What about the Society for Information Display? Are we there yet? By most measures we certainly seem to be doing well. But can we do better? Fortunately, we do not have to contend with investors who have unrealistic expectations. But we also have to appreciate that the world is a competitive place and that challenges are being offered up to us on a regular basis.

In the last year the membership has increased from the 4,826 total reported by Tony Lowe at last year's annual business meeting to 6,409 -- a healthy thirty percent increase. This year's SID Symposium and Exhibition were held June 3 - 8 in San Jose. The technical conference consisted of 299 peer-reviewed technical papers and the exhibition had 523 exhibitor booths as compared to 432 last year. The attendance at the technical sessions increased from about 1,700 last year to over 1,800. The overall Symposium attendance exceeded 7,900 -- an increase of about 20 percent over last year. Paul Drzaic as the general chair and Frank Libsch as the technical program chair, as well as the entire program committee, clearly are to be congratulated for making key contributions to this success.

The next major conference event will be the combination of IDW and Asia Display, to be held this year in Nagoya, Japan from October 16 to19. The technical program in Nagoja will be of similar scope and size as the one in San Jose.

Conferences, not only at the international level, but also at the regional and chapter levels, are a vital part of the society's activities. Over the coming years we will continue to identify new topics and venues, and we will continue to support the activities that encourage the exchange of the latest technical information.

The SID publications are also continuing to improve. Information Display magazine has been on a "continuous improvement" plan for several years now -- one that will never end. The major challenge this year was to get the Society's archival technical publication, the Journal of the SID, on a regular quarterly publication schedule. Editor Andy Lakatos has just about completed this objective. Tony Lowe has continued to champion our efforts to introduce important books on various topics of interest to the display community. The most recent contributions are by Ernst Lueder, "Liquid Crystal Displays," and Shin-Tson Wu and Deng-Ke Yang, "Reflective Liquid Crystal Displays."

This year major improvements were made to the SID web-site (www.sid.org) as its utilization and popularity continue to grow. An indicator of the growing importance of "sid.org" is that this year most of you registered for the Symposium using the web-site. The web-site is becoming a source of technical information and industry news and as a way to network with display experts anywhere in the world. It also contains what we believe is the most extensive and up-to-date conference calendar for display-related events in the world.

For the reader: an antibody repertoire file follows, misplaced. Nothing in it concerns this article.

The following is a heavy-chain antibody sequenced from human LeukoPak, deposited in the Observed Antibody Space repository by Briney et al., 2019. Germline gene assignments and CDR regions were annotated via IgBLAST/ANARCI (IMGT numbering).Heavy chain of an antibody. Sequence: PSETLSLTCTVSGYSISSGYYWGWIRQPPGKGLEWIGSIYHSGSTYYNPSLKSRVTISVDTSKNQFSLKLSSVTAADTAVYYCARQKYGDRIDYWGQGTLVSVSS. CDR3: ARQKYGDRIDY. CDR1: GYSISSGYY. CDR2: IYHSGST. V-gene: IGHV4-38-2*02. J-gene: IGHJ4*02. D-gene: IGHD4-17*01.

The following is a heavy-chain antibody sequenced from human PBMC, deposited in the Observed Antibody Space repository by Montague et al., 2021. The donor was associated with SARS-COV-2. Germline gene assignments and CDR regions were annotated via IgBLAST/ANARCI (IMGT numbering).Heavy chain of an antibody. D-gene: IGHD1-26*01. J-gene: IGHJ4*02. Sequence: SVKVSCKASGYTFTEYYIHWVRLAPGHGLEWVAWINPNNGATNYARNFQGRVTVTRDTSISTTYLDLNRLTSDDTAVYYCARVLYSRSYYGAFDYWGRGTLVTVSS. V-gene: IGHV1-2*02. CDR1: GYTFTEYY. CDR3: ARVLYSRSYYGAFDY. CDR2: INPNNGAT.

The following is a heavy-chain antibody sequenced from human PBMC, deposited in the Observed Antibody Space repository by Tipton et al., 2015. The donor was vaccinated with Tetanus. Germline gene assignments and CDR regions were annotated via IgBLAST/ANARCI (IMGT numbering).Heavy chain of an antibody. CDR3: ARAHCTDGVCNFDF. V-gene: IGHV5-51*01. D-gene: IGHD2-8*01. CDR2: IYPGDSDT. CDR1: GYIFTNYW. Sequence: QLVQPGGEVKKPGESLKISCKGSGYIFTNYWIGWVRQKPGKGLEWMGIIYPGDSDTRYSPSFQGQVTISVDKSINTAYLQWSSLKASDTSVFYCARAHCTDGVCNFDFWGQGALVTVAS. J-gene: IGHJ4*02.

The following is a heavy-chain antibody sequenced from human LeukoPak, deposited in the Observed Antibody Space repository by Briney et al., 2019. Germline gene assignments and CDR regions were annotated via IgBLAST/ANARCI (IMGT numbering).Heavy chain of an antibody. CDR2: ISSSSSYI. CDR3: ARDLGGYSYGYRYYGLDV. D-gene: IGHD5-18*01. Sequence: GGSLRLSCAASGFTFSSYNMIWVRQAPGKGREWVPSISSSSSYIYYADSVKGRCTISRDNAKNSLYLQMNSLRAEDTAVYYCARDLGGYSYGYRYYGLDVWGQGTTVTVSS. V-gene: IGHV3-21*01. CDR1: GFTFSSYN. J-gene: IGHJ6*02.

Local chapter activities continue to expand, allowing for the local and regional exchange of technical information, and for networking with colleagues. The opportunity to meet others and to be able to discuss technical and industry trends is becoming ever more important as the display community grows. Two new chapters were added this year, one in India and the other in Singapore/Malaysia. SID is today very much an international organization. It owes its success to the many volunteers who give freely of their time and expertise. We maintain only a small office in San Jose, competently staffed by Dee Dumont and Jenny Needham.

Should you wish to increase your participation or if you have some ideas about how to further enhance SID’s success, I would be very pleased to hear from you. One area that I will be emphasizing during this coming year is education. Can we as a society be more effective and have a greater ongoing presence in display-related education? Today, we do various seminars in connection with our conferences. I think we can do more.

So, "Are we there yet?" I think by now you can guess my answer. Do we need to make a quick stop for a stretch-break or to recharge our batteries? Would you like to get on board as we drive on to the next exciting interim destination? I would be pleased if you would share your thoughts on this topic and others. You can reach my by e-mail at president@sid.org, or silzars@attglobal.net, by phone at 425-557-8850, by fax at 425-557-8983, or by mail at 22513 SE 47th Place, Sammamish, WA 98075.